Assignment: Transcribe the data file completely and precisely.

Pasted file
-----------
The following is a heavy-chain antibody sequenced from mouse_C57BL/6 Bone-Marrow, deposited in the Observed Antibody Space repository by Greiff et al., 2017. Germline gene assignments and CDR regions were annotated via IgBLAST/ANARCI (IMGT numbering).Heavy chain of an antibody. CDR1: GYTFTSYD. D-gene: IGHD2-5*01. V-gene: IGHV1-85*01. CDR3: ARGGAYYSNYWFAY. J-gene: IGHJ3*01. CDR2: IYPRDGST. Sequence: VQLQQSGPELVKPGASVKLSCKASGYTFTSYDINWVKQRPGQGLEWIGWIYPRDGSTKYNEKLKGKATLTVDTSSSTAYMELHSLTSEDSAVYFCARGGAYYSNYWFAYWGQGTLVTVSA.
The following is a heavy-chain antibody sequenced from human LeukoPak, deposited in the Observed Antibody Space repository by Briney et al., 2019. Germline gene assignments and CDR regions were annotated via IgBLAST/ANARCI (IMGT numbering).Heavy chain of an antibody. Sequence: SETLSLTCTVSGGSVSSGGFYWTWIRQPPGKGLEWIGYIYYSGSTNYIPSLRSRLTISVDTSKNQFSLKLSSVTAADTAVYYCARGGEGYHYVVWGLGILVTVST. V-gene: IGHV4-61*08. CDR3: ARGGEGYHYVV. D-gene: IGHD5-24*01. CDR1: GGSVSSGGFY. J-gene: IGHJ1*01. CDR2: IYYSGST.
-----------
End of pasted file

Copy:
The following is a heavy-chain antibody sequenced from mouse_C57BL/6 Bone-Marrow, deposited in the Observed Antibody Space repository by Greiff et al., 2017. Germline gene assignments and CDR regions were annotated via IgBLAST/ANARCI (IMGT numbering).Heavy chain of an antibody. CDR1: GYTFTSYD. D-gene: IGHD2-5*01. V-gene: IGHV1-85*01. CDR3: ARGGAYYSNYWFAY. J-gene: IGHJ3*01. CDR2: IYPRDGST. Sequence: VQLQQSGPELVKPGASVKLSCKASGYTFTSYDINWVKQRPGQGLEWIGWIYPRDGSTKYNEKLKGKATLTVDTSSSTAYMELHSLTSEDSAVYFCARGGAYYSNYWFAYWGQGTLVTVSA.
The following is a heavy-chain antibody sequenced from human LeukoPak, deposited in the Observed Antibody Space repository by Briney et al., 2019. Germline gene assignments and CDR regions were annotated via IgBLAST/ANARCI (IMGT numbering).Heavy chain of an antibody. Sequence: SETLSLTCTVSGGSVSSGGFYWTWIRQPPGKGLEWIGYIYYSGSTNYIPSLRSRLTISVDTSKNQFSLKLSSVTAADTAVYYCARGGEGYHYVVWGLGILVTVST. V-gene: IGHV4-61*08. CDR3: ARGGEGYHYVV. D-gene: IGHD5-24*01. CDR1: GGSVSSGGFY. J-gene: IGHJ1*01. CDR2: IYYSGST.